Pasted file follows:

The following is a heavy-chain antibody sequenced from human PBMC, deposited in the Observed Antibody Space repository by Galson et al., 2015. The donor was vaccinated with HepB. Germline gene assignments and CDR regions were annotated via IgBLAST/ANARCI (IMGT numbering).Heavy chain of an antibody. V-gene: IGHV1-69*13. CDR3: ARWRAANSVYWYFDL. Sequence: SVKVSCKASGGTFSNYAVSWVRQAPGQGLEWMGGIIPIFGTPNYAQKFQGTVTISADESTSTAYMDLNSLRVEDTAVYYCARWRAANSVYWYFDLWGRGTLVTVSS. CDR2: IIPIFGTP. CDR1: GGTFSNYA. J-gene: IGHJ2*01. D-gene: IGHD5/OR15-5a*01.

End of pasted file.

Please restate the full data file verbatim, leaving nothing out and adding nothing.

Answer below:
The following is a heavy-chain antibody sequenced from human PBMC, deposited in the Observed Antibody Space repository by Galson et al., 2015. The donor was vaccinated with HepB. Germline gene assignments and CDR regions were annotated via IgBLAST/ANARCI (IMGT numbering).Heavy chain of an antibody. V-gene: IGHV1-69*13. CDR3: ARWRAANSVYWYFDL. Sequence: SVKVSCKASGGTFSNYAVSWVRQAPGQGLEWMGGIIPIFGTPNYAQKFQGTVTISADESTSTAYMDLNSLRVEDTAVYYCARWRAANSVYWYFDLWGRGTLVTVSS. CDR2: IIPIFGTP. CDR1: GGTFSNYA. J-gene: IGHJ2*01. D-gene: IGHD5/OR15-5a*01.